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Personal Computers

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    Personal Computers

    I thought it was really telling the way a board like this doesn't have any PC threads (unless I've overlooked them, but I did do a search). It's not difficult to figure out why, PCs have not changed very much in recent years. I'm hammering on a 9 year old HP with most of the letters worn off the keys.

    But I remember the 80s, 1980 specifically. That was the year I met my first wife (who later became the Home of the 3rd Fleet), a blonde from Napa with massive breasts. It's exactly what an east coaster wanted back then. I was stationed in Alameda and she was living with relatives in San Rafael, a short trip across the bridge. So I offered to buy the groceries on base (cheaper) and pay for utilities if I could move in while I was in training. </tangent>

    Her uncle was into ham radio (y-A-wn) but he had a TRS-80 4K computer and had taught it to interpret Morse code and convert the keyboard to Morse as well. So he had and over-the-air chat room with a bunch of other long-haired nerds. I think it's why I hung around networked chat rooms for decades. I learned a lot about programming in a short time. I was also converting programs from Fortran to Basic.

    After I left the Navy I got a Commodore 64 thinking I was going to make it rich in video games, in 1983. Then I got a job with DEC repairing the PDP-11 minicomputer (8" floppy drives, Winchester 20-20 hard drive, 256K RAM, 1024K PROM bank (for fixed-in-place software like banking and other stuff you don't want copied).

    Then came the IBM PC and hundreds of cheap Taiwan clones. All of them running Microsoft DOS. I knew about TRS-DOS from the Radio Shack days and RT-11 from DEC, so DOS 2.11 was easy to figure out. By 1985 I was selling computers and software in 3 states to every kind of business from a saw mill to dozens of liquor stores. I never owned a genuine IBM PC, only a series of cheap clones. But I think this is why I learned so much. There were so many compatibility issues and programmers had to be as generic as possible to ensure it ran on an IBM, Zenith, Kaypro, Data General, Victor and a variety of cheap clones.

    I had a colleague from DEC who went to work for Tandy and was my first exposure to their take on IBM compatibility. They made an odd AT called the 2000 that used the 80186 processor 720K floppy drives (5.25") and EGA graphics. It was the biggest mistake they could have made because it was not 100% compatible with the IBM. In the later 80s they finally made a PC compatible called the 1000EX that was an 8088 with a 5.25 floppy and 256K out of the box. But it also had onboard sound, 16 color CGA video and game ports already included. Features that added $500 to a regular IBM compatible, or an actual IBM. The next year they created a 286-based PC that only had an 8 bit bus called the 1000TX.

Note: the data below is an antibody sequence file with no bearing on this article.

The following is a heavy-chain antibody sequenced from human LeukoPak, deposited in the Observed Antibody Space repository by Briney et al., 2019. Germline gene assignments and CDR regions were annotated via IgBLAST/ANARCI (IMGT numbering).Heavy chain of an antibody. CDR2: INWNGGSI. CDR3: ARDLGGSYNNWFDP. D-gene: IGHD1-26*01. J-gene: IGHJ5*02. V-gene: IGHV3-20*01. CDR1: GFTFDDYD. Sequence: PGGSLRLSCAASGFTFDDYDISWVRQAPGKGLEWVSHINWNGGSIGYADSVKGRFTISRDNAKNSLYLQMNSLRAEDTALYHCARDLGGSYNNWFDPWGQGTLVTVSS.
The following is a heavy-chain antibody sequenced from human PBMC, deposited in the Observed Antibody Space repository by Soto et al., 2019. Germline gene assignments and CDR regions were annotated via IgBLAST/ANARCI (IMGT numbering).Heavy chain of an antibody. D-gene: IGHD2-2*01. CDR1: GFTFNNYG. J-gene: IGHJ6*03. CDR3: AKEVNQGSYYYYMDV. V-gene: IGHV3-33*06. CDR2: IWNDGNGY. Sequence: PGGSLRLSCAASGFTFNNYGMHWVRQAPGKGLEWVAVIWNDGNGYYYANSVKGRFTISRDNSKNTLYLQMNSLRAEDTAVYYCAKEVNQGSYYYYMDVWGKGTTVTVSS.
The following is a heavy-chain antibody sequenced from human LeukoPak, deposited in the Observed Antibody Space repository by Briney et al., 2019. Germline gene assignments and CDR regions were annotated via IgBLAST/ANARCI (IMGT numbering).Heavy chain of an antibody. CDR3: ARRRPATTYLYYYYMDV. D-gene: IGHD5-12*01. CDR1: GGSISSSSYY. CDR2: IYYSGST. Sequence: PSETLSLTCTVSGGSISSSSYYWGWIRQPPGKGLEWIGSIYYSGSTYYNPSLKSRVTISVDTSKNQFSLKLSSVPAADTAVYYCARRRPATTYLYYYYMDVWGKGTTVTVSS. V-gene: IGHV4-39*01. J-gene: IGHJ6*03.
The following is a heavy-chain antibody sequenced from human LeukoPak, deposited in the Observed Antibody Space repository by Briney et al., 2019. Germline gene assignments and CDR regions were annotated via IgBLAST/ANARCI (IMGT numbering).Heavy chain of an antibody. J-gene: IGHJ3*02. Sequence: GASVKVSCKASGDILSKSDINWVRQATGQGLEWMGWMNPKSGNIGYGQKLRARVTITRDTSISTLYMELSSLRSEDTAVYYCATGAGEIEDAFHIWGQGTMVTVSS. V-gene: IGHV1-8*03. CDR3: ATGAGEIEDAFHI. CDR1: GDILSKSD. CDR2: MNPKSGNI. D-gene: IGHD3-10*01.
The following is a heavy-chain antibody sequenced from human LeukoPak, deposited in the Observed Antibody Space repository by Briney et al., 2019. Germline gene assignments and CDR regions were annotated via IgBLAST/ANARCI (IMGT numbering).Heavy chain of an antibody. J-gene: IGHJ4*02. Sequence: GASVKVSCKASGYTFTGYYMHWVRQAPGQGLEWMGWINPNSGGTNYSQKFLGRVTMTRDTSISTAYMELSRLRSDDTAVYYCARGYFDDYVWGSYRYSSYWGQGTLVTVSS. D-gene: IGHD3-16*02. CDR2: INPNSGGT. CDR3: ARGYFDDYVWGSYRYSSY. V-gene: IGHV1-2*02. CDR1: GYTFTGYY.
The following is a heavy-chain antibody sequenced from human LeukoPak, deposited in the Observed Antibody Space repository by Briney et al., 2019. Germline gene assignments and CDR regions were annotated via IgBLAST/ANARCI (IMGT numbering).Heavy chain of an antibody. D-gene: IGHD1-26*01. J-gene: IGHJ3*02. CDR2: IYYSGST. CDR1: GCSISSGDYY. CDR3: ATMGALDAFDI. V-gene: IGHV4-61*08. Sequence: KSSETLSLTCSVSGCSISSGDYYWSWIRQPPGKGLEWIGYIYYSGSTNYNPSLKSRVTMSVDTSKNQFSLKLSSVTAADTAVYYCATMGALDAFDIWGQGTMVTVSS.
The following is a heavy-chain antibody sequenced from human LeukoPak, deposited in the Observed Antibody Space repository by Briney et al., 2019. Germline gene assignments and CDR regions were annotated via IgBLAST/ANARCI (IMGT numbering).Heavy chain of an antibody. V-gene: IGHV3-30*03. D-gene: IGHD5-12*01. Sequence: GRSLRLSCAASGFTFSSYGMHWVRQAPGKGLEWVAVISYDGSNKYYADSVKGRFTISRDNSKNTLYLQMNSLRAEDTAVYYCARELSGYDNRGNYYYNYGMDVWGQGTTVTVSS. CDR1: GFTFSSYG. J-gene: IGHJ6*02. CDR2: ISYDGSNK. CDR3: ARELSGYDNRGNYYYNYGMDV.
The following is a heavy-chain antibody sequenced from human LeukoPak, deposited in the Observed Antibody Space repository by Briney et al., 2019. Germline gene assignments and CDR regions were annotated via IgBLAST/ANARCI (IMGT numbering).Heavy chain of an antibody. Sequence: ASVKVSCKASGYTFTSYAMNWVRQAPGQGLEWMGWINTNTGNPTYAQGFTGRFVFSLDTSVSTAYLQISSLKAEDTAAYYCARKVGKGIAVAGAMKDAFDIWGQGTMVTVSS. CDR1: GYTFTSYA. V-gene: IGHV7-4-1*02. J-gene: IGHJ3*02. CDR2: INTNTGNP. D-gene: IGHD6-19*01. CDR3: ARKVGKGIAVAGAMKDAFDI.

Tandy's were overpriced in many ways, and upgrades were slim. But some of the cheaper 8-bit boards could be shoehorned into a Tandy, like a cheap Xebec 10MB hard drive controller. I was still selling higher end Kaypro 2000 and DG1 laptops to disgustingly wealthy Atlanta lawyers and financial geniuses. I sold 36 laptops to a company that made office walls before the term cubicle was common. I used my commission to buy into an Audi 5000 turbo, a car I loved dearly. And the car loved me to0! Because it fucked me every chance it could. I had a sideline business repairing the DEC LA-120 printer which became the favorite of anyone printing on pinfeed paper in 4 part forms. I also sold a board that converted the 600 baud LA-36 into a 1200 baud!!!

    What I figured out about Tandy though was that they were very durable computers. They didn't break often or even at all. Which is why they beat Apple repeatedly for the sales to school systems. Tandy had an army of specialists who could customize systems for a city's schools down to the youngest kid and oldest cafeteria worker. But they also had a department that made fantastic school management software. I know this because they defeated me many times going after schools. I did pretty well with smaller private schools, a market Tandy didn't care about. Tandy computers were in schools for nearly 20 years.

    I did not shed a tear when they bankrupted except for the fond memories of buying shit from them like 8 tracks, CB Radios and fuses. And I guess Tandy launched my computer career. It helped me move up in the Navy. Till I burned out and craved freedom.


      Since 2000 I have primarily used a major name laptop. I had a desktop clone until around 2005, when I started going back to HF/ Since about 2007 I don't notice more than incremental changes to the experience as opposed to the throughput technology. It's the same with cars. Put a Nissan, Toyota and a BMW beside each other. They all look like a used bar of soap. The money went primarily to the aesthetics while pushed by 19th century wildly inefficient reciprocating engines.

      If cars weren't a rolling fashion show, would they maybe be getting 50 miles per gallon?

      Every port on my HP is doing something. One of the USB ports is for a bluetooth because this antique doesn't have it onboard. I have to use it because my audio port was destroyed when a dog yanked my headphones in some weird way. I have an HDMI port and a VGA port, so I have 3 screens without affecting performance enough to worry about. I do wish I had more RAM though.

      Something I really hate is the way software is heading toward subscription-only access. I HATE that kind of shit.